Editorial: The Need for Foreign Intelligence

International news is crucial, as is finding time on the schedules to air it
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Osama bin Laden is dead. We’re guessing many of us will remember when and how we first heard that sentence, whether someone told us, we saw it on TV, or found out via text, tweet or some other means of communication.

But chances are once you heard it, you raced to a television. Because for most of us of a certain age, that is what you do. And when we did, for the most part we were greeted by the news business at its best.

This space for years—make that decades—has been used as a clarion call to the importance of the television news business. More recently, it has banged the drum (or perhaps we should say blew the vuvuzela) for the importance of international news coverage, which has in many respects increasingly fallen victim in recent years to a combination of budget slashing and a lack of ratings to support a steady flow of worldly happenings.

So, as a steady stream of world-shaking stories have taken center stage in recent months, from the Middle East to Japan to a bunkered mansion in Pakistan, it gives us the excuse to mount our soapbox and sound the horn yet again about the crucial nature of strong news divisions with strong presences around the world.

It was a striking juxtaposition last week, with the bin Laden assassination coming just days after the international news media had come together en masse to cover a wedding in Great Britain. To direct resources to cover William and Kate was quite easy, as not only would it inevitably deliver solid ratings but it was monetizable as well. Keeping close eyes on hot spots around the world often guarantees neither.

With massive international operations or affiliations, outlets like CNN and Fox News are built for speed in these circumstances. It is a bigger test for the broadcast nets. But more than half the battle is showing up. ABC gets an extra pat on the back for staying on the air with the bin Laden story the night of his death after some others had thrown back to regular programming.

As the hour chimed midnight on the East Coast and crowds were celebrating at the White House and Times Square, CBS and NBC ended coverage on their broadcast outlets, smack in the middle of primetime out West. NBC sent viewers— and Brian Williams—over to cable outlet MSNBC,which was fine for those who have cable, but millions don’t. One of our West Coast staffers lamented reading on Twitter how great the work of Jim Miklaszewski was, but being unable to see it from a hotel room that didn’t have MSNBC.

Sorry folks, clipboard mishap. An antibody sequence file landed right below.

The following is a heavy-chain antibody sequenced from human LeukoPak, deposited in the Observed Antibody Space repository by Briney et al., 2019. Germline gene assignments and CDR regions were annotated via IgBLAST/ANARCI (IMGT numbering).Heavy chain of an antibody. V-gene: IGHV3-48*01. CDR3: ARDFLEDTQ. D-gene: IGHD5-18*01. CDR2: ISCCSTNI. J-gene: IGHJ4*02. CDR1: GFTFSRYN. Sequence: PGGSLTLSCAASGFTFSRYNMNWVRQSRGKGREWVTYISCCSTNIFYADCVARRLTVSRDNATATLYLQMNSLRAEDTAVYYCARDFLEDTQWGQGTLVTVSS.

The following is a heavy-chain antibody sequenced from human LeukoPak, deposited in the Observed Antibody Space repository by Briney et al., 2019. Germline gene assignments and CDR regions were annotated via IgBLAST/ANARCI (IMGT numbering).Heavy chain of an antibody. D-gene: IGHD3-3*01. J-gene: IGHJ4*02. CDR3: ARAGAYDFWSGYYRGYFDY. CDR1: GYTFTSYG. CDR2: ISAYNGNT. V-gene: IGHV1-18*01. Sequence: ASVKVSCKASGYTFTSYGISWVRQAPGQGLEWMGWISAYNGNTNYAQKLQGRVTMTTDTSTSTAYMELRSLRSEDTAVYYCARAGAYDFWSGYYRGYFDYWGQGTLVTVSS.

CBS, unfortunately, forced viewers who had enjoyed the great work by a returning Lara Logan and the CBS News team to take their business elsewhere (yet another reason a CBS-CNN partnership of some sort makes sense).

Meanwhile, ABC stuck it out and earned kudos for what one of their execs said was an “easy call.”

We don’t mean to make too big a deal out of a single hour, but when ABC has bin Laden coverage while the CBS and NBC networks were airing reality shows that could easily be postponed, Disney deserves a salute and the others get a disappointed shake of the head.

We know it is easy for us to sit here and say there should be more international news coverage without providing a business model when the costs tend to far outweigh the revenue—and especially the viewer interest.

But we don’t care. Actually, the point is that we do care. It’s our job to counsel our friends at the networks that there is value beyond the bottom line in keeping close tabs on events abroad in a world whose national boundaries and interests are being blurred by the instant connection of digital media. Or, we could say, do you really want us learning everything from Twitter?

So we are yet again leaping at the opportunity to subtly (in that vuvuzela sort of way) remind the networks that international news is crucial, as is finding time on the schedules to air it.


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